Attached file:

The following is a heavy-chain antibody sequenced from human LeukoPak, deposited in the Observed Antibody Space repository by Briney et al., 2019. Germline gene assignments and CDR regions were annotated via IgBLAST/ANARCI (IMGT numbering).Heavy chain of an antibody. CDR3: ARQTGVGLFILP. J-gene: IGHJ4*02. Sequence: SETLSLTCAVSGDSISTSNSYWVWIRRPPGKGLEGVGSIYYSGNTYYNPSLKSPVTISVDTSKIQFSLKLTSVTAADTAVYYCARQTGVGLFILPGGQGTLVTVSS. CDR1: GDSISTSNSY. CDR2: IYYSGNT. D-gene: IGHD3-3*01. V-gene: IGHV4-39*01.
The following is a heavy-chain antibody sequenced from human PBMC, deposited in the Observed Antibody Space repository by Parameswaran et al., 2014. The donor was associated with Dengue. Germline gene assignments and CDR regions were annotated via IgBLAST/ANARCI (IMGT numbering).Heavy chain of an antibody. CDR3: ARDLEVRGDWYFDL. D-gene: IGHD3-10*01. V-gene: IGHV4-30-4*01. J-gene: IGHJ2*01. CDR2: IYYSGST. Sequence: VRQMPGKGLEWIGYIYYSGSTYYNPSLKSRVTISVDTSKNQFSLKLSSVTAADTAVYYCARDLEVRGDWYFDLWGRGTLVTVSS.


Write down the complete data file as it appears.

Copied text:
The following is a heavy-chain antibody sequenced from human LeukoPak, deposited in the Observed Antibody Space repository by Briney et al., 2019. Germline gene assignments and CDR regions were annotated via IgBLAST/ANARCI (IMGT numbering).Heavy chain of an antibody. CDR3: ARQTGVGLFILP. J-gene: IGHJ4*02. Sequence: SETLSLTCAVSGDSISTSNSYWVWIRRPPGKGLEGVGSIYYSGNTYYNPSLKSPVTISVDTSKIQFSLKLTSVTAADTAVYYCARQTGVGLFILPGGQGTLVTVSS. CDR1: GDSISTSNSY. CDR2: IYYSGNT. D-gene: IGHD3-3*01. V-gene: IGHV4-39*01.
The following is a heavy-chain antibody sequenced from human PBMC, deposited in the Observed Antibody Space repository by Parameswaran et al., 2014. The donor was associated with Dengue. Germline gene assignments and CDR regions were annotated via IgBLAST/ANARCI (IMGT numbering).Heavy chain of an antibody. CDR3: ARDLEVRGDWYFDL. D-gene: IGHD3-10*01. V-gene: IGHV4-30-4*01. J-gene: IGHJ2*01. CDR2: IYYSGST. Sequence: VRQMPGKGLEWIGYIYYSGSTYYNPSLKSRVTISVDTSKNQFSLKLSSVTAADTAVYYCARDLEVRGDWYFDLWGRGTLVTVSS.